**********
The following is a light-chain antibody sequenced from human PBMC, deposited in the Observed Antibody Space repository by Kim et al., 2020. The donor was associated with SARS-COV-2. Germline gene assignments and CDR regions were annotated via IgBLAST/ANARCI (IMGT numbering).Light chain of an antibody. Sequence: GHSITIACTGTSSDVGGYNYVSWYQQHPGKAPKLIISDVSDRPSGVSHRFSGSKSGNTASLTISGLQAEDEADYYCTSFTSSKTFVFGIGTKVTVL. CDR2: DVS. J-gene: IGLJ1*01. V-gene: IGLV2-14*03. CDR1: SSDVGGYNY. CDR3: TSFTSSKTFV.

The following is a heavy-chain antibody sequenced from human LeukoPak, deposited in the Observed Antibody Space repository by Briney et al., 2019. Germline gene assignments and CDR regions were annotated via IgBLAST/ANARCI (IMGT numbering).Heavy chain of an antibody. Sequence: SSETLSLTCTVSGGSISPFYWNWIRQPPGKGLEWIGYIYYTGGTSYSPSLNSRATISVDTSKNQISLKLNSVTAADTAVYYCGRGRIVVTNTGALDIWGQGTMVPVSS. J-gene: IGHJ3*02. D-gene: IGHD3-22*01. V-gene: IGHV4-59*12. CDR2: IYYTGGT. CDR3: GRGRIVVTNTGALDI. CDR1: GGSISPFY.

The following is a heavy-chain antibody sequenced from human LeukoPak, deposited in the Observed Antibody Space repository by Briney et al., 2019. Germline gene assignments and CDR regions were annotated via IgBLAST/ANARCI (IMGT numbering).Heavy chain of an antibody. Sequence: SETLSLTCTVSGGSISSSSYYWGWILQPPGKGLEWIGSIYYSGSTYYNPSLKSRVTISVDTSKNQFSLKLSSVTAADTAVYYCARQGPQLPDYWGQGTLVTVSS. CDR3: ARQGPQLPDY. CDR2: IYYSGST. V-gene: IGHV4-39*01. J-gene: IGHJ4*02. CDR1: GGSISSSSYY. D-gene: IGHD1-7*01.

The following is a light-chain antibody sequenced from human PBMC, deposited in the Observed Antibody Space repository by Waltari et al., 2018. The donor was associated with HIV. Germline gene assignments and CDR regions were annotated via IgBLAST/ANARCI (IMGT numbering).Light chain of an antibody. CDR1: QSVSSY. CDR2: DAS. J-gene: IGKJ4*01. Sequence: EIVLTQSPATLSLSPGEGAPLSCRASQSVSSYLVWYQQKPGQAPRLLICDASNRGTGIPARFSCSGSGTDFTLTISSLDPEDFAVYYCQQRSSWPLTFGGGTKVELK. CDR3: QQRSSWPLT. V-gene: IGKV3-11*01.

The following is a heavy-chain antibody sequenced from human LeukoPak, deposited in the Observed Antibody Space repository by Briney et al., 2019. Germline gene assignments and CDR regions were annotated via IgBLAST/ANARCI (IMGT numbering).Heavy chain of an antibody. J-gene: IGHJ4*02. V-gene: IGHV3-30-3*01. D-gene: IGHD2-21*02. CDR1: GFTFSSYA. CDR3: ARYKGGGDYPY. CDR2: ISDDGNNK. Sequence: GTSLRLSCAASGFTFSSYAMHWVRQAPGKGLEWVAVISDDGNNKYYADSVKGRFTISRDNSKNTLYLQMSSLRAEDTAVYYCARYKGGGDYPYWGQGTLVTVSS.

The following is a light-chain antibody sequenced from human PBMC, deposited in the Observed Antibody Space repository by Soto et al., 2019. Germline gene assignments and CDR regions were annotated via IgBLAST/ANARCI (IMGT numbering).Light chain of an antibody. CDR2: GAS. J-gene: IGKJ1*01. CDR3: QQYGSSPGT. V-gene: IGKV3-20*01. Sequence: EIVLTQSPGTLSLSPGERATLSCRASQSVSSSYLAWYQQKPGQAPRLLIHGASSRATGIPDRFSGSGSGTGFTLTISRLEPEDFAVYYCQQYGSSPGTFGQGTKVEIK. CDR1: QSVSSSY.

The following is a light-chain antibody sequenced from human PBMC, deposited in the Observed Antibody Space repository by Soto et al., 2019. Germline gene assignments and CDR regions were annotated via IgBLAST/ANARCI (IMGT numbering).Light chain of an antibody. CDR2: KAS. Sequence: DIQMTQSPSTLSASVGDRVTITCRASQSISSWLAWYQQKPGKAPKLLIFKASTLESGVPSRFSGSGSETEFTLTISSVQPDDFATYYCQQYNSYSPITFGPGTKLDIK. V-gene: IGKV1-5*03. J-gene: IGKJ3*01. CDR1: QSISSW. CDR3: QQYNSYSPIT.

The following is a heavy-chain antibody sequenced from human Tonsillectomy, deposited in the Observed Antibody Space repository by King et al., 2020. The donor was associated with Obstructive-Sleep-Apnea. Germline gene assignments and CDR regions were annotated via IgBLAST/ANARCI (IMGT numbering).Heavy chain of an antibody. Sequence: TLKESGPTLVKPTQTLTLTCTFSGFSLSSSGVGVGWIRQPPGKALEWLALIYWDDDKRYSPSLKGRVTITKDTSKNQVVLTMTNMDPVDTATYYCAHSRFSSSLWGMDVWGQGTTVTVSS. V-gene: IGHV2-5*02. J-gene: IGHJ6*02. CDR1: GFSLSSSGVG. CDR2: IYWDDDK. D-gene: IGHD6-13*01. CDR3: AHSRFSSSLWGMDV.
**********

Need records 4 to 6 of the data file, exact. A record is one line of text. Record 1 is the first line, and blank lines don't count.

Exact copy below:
The following is a light-chain antibody sequenced from human PBMC, deposited in the Observed Antibody Space repository by Waltari et al., 2018. The donor was associated with HIV. Germline gene assignments and CDR regions were annotated via IgBLAST/ANARCI (IMGT numbering).Light chain of an antibody. CDR1: QSVSSY. CDR2: DAS. J-gene: IGKJ4*01. Sequence: EIVLTQSPATLSLSPGEGAPLSCRASQSVSSYLVWYQQKPGQAPRLLICDASNRGTGIPARFSCSGSGTDFTLTISSLDPEDFAVYYCQQRSSWPLTFGGGTKVELK. CDR3: QQRSSWPLT. V-gene: IGKV3-11*01.

The following is a heavy-chain antibody sequenced from human LeukoPak, deposited in the Observed Antibody Space repository by Briney et al., 2019. Germline gene assignments and CDR regions were annotated via IgBLAST/ANARCI (IMGT numbering).Heavy chain of an antibody. J-gene: IGHJ4*02. V-gene: IGHV3-30-3*01. D-gene: IGHD2-21*02. CDR1: GFTFSSYA. CDR3: ARYKGGGDYPY. CDR2: ISDDGNNK. Sequence: GTSLRLSCAASGFTFSSYAMHWVRQAPGKGLEWVAVISDDGNNKYYADSVKGRFTISRDNSKNTLYLQMSSLRAEDTAVYYCARYKGGGDYPYWGQGTLVTVSS.

The following is a light-chain antibody sequenced from human PBMC, deposited in the Observed Antibody Space repository by Soto et al., 2019. Germline gene assignments and CDR regions were annotated via IgBLAST/ANARCI (IMGT numbering).Light chain of an antibody. CDR2: GAS. J-gene: IGKJ1*01. CDR3: QQYGSSPGT. V-gene: IGKV3-20*01. Sequence: EIVLTQSPGTLSLSPGERATLSCRASQSVSSSYLAWYQQKPGQAPRLLIHGASSRATGIPDRFSGSGSGTGFTLTISRLEPEDFAVYYCQQYGSSPGTFGQGTKVEIK. CDR1: QSVSSSY.